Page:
Tesla ties CEO Musk’s compensation to company’s performance

Tesla Chief Executive Elon Musk be paid only if the company and all of its shareholders do extraordinarily well. (Reuters)
Updated 23 January 2018
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Tesla ties CEO Musk’s compensation to company’s performance

BENGALURU: Tesla said on Tuesday Chief Executive Elon Musk will receive no guaranteed compensation of any kind, and that he will be paid only if the company and all of its shareholders do extraordinarily well.
The compensation will be based on a combination of market capitalization and operational milestones, the electric carmaker said in a statement.
“Elon (Musk) will receive no guaranteed compensation of any kind — no salary, no cash bonuses, and no equity that vests simply by the passage of time,” the company said.
The new performance award consists of a 10-year grant of stock options that vest in 12 tranches, with each tranche vesting only if both market capitalization and operational milestones are met, the company said.
Tesla said its market capitalization must increase to $100 billion (SR375 billion) for the first tranche to be vested and must continue to increase in additional $50 billion increments.
“Thus, for Elon to fully vest in the award, Tesla’s market cap must increase to $650 billion,” the Palo Alto, California-based company said.
To meet the operational milestone, Tesla must meet a set of escalating revenue and adjusted earnings before interest, taxes, depreciation, and amortization targets, it said.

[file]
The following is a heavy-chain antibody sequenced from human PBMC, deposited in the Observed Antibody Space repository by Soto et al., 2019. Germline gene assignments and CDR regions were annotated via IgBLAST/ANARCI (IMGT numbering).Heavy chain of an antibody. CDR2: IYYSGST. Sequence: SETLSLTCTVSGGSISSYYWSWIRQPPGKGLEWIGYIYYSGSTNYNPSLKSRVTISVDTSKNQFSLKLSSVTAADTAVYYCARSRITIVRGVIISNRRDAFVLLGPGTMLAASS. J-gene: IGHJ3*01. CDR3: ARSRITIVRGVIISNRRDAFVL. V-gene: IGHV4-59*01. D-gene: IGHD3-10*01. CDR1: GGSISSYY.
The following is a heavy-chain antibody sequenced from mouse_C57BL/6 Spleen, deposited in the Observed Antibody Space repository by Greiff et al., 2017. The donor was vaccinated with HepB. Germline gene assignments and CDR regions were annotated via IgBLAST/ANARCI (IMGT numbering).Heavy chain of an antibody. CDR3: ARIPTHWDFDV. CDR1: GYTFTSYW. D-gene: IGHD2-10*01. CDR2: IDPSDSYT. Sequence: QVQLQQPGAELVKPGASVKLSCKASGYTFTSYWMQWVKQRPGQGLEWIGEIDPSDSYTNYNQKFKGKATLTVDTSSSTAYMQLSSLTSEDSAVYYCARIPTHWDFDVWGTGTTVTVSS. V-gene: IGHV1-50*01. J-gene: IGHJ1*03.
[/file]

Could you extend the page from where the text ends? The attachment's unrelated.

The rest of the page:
Iraq’s southern oil exports hold near record in January

Updated 21 January 2019
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Iraq’s southern oil exports hold near record in January

  • Southern exports so far in 2019 close to 3.6 mbpd — tracker
  • OPEC-led oil supply cut deal started in January

LONDON: Oil exports from southern Iraq are holding close to a record high so far in 2019, according to shipping data and an industry source, which could raise questions over whether OPEC’s second-largest producer is following through on a deal to cut output.
Southern Iraqi exports in the first 21 days of January averaged close to 3.6 million barrels per day, according to tanker data on Refinitiv Eikon and separate tracking by an industry source. That’s close to December’s 3.63 million bpd — a monthly record.
The figures suggest there is little sign yet of lower supplies from Iraq, despite a deal by the Organization of the Petroleum Exporting Countries and allies to reduce output by 1.2 million bpd as of Jan. 1 to support the market.
“So far, no cuts,” the industry source said on Monday of Iraq’s export rate.
The south is the main outlet for Iraq’s crude. An Iraqi official, the director of Iraq’s Basra Oil Company, on Jan. 11 gave similar figures for January exports to those suggested by the tanker data and source.
Iraq, which has been expanding its oil export capacity, was reluctant to join a previous OPEC-led supply cut effort which began in 2017 and was at times OPEC’s least compliant member with the initiative.
To be sure, the OPEC-led deal applies to production, not exports. It is possible that Iraq could have cut production and maintained exports from crude held in storage, or reduced supply to domestic refineries.
Nonetheless, oil traders and analysts will be looking at exports to gauge whether the deal is lowering supply to the global market. So far, Iraq’s shipments abroad from the north haven’t declined significantly either.
Iraq’s northern exports appear to have held steady in January at about 400,000 bpd, according to tanker data compiled by Reuters and the industry source. That is still far below levels of more than 500,000 bpd in some months of 2017.
Baghdad says it will stick to the accord. Oil Minister Thamer Ghadhban said on Jan. 4 Iraq would keep production at the level of its OPEC target in the first half of 2019.
Under the deal, Iraq agreed to cut production by 141,000 bpd to 4.512 million bpd as of Jan. 1.